He makes up for his failings defensively through his ability in other areas of his game. The most notable of which is his goalscoring. Goalscoring midfielders are a highly valued breed within football as teams need to find goals across the pitch to target the top end of the table. This is particularly important as it relieves the pressure off the clubs forwards as forwards typically score in fits and starts. Lewis Wing’s goalscoring talents were well known to Middlesbrough when he joined the club. He has had a solid return since he arrived at the club too by scoring 12 goals in 80 appearances for Middlesbrough. Furthermore, he isn’t reliant on one method to score these goals as the player frequently uses different techniques from outside the box to beat the man between the sticks. His free-kick ability, particularly from central areas, i.e. from directly in front of the box, should not be overlooked. He is consistently a threat from these areas. While Middlesbrough does have a free-kick specialist in McNair, who produced several impressive deliveries from wide dead-ball situations, they often struggle to make the most of chances from central areas which would be maximised with Wing’s involvement. To summarise his shooting ability, Lewis Wing finished last season with 1.89xG last season but he managed to score 4 goals showing that the player far and away exceeded the number of goals that would be expected of him last season. This means that Lewis Wing was more prolific from the opportunities that he had than the average player. It is this type of player that Middlesbrough needs in its squad.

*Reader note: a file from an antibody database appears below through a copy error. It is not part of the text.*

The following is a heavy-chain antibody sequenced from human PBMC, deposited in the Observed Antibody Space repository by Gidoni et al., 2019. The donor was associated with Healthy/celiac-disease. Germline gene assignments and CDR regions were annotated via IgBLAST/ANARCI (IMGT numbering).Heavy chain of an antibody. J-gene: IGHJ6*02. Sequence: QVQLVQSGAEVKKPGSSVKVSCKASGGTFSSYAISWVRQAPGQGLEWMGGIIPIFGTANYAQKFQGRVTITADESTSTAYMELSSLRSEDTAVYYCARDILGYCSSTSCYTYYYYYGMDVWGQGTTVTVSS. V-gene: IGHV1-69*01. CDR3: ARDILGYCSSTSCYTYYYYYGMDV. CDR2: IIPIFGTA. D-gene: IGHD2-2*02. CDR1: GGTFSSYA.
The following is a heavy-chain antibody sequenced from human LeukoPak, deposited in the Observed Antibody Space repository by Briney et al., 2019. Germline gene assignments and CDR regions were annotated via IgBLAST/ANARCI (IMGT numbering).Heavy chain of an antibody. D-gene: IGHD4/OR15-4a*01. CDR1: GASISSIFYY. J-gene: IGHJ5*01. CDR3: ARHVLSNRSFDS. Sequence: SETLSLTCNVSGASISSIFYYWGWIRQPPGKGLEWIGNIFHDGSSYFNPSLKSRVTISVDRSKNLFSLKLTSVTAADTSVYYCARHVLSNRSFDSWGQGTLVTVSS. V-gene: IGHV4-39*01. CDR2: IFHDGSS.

Yet his passing ability should also be considered when analysing the player as he is one of the best passers of the ball in the Middlesbrough squad. This may sound like an over-exaggeration to some Boro fans but he can do it all from short distance to long-distance with comfortable ease which is impressive for a player that still has limited experience at this level of English football. The variation in length is also supported by variation in height as the player can pick out a player with short and long lofted passes with relatively frequent success. This really came to the fore during his time on loan at Rotherham United where he became the integral lynchpin to the side, replacing and improving on Barlaser who had, up until that point, had a good season.